When comparing LiveCode vs Ceylon, the Slant community recommends LiveCode for most people. In the question“What is the best programming language to learn first?” LiveCode is ranked 39th while Ceylon is ranked 46th.
Ranked in these QuestionsQuestion Ranking
Pro Fast to get results
Inside LiveCode's IDE you can build for OSX, Linux and Windows, and (making use of Xcode and the Android SDK) for iOS and Android too
Pro Extremely simple to get started
Single-click install of entire development environment, and all-in-one IDE makes it easy to go from visually layout out a user interface to writing code to power it to creating your own single-file applications.
Pro GUI-driven development
In LiveCode, you start by dropping GUI elements into place, then add the code that makes them function. This lets beginners see visual results right away, which is often more exciting (especially for young students). It also lets you focus on the user interaction before you get into the nitty-gritty of code implementation.
Pro Approachable yet capable language
Pro Highest ROI compared to other popular cross-platform development tools
Fluid production - from prototyping to delivery in one toolkit. With a high-level language that includes GUI controls as native elements, code more directly expresses the end-user experience. And the platform coverage is awesome, nearly unmatched.
Pro Strong static typing, null safe and flexible, almost dynamic type system
The compiler prevents you from using a potentially null variable, unless you check it is not null. Ie. it forces you to check a potentially null value before using it.
The type system is strict, but flexible, allowing union and intersection of types, covariant and contravariant types, reified types, etc.
Type inference and union types allows a dynamic programming style, close of JS spirit.
It brings type safety to JS, allowing to define interfaces to existing JS APIs, yet using the
dynamic keyword for flexible calls in the JS ecosystem.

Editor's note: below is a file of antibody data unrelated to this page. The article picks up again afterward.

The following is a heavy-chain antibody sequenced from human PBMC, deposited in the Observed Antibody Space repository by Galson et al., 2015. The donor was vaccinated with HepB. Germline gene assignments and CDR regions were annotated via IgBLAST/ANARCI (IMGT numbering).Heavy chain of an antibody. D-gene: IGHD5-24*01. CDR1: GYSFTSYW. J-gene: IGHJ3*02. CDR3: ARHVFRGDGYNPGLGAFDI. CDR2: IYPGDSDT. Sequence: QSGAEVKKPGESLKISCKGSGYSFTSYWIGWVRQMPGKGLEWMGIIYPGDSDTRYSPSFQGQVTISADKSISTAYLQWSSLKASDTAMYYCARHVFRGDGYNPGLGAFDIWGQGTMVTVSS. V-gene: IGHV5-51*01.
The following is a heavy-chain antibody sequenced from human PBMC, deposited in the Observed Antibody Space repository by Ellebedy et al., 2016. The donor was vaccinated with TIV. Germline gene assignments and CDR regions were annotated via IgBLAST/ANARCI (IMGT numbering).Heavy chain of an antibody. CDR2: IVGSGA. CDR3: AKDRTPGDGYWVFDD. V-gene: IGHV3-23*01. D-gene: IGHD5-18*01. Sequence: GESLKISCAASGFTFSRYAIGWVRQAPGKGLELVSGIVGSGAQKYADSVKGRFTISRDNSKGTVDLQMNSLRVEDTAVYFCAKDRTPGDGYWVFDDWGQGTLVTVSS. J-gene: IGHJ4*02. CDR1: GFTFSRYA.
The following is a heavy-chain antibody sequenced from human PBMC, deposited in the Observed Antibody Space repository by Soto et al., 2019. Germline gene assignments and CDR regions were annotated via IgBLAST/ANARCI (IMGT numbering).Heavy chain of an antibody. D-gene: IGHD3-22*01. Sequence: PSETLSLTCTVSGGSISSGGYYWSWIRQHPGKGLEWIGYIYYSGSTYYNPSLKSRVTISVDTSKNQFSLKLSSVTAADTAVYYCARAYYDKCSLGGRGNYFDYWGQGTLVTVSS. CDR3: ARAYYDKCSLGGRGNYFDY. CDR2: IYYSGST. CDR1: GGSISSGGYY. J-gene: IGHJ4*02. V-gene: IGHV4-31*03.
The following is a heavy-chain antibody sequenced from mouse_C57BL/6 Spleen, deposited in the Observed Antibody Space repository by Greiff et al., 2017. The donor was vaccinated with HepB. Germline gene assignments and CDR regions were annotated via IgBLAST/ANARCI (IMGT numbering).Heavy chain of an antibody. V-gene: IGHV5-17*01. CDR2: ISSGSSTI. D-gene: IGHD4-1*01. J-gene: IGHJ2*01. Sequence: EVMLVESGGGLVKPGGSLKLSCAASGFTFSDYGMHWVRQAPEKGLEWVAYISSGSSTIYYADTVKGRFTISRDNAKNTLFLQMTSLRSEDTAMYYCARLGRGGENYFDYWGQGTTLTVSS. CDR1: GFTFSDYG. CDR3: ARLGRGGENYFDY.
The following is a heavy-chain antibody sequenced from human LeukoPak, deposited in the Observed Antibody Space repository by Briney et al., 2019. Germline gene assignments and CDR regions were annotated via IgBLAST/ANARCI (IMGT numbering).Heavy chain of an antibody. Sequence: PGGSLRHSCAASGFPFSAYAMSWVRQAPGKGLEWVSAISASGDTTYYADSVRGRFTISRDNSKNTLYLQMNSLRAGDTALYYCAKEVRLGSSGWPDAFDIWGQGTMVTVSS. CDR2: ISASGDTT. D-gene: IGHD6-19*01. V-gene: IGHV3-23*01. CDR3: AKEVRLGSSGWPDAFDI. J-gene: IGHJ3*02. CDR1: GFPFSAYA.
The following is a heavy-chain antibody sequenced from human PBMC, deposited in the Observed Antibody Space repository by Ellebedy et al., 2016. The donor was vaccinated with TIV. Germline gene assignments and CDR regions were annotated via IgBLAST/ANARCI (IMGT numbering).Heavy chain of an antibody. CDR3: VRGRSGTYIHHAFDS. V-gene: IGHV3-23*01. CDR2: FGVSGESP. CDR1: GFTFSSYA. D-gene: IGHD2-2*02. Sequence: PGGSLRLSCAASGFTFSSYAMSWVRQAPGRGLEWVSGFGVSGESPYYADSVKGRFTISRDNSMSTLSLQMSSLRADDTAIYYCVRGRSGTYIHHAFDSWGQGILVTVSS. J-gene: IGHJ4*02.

Pro Excellent IDE support
Ceylon has reified generics, so it doesn't loose the type of collections at runtime. This makes autocompletion, debugging, etc. first-class. The Eclipse plugin makes it a full-fledged Ceylon IDE, and an IntelliJ IDEA plugin is in the works.
Pro Great tutorial
Gavin King, main author of the language, has a great, clear technical writing style, making understandable difficult concepts like variance or sound type system.
Pro Try it out in the browser
It has a Web IDE: http://try.ceylon-lang.org/ with impressive demos: http://try.ceylon-lang.org/?gist=bd41b47f325b6d32514a so you can try it without installing anything, and see the JS generation / interop in action.
Pro Excellent documentation
The language specification is very complete and up to date; also, the language module is very well documented.
Pro Easy to learn even if you don't have prior programming experience
Ceylon is indeed fairly easy and readable. Of course those ones who know OOP and a bit of functional programming concepts will feel almost at home right from the start.
Pro Generate HTML
HTML generation is supported right in the SDK.
Pro Same code in backend and frontend
Con fringe use
Con Poor ecosystem
Not a mainstream programming language.
Con Lack of physical or electronic books
We should hope Red Hat or anyone interested would take the time and write one. That would strengthen the maturity of the language, but Ceylon is rapidly developing which can make the author's efforts futile because his or hers work will become obsolete soon.
The second hindrance is, of course, popularity of the language which can't give much to the pockets of the author (however, Dart's unpopularity at start didn't prevent it to have a lot of printed material, but that's Google's child, we know).
Con Currently has large runtime
Ceylon 1.2 needs a language runtime of 1.55 MiB, and the Collection library adds another 370 KiB. That's a lot for the Web...
Now, this has to be put in perspective: if you use Ceylon to make a web application, these files will be loaded once, then cached by the browser (that's not casual browsing).
Moreover, most servers compress such resource, and the numbers become respectively 234 KiB and 54 KiB, which is more reasonable...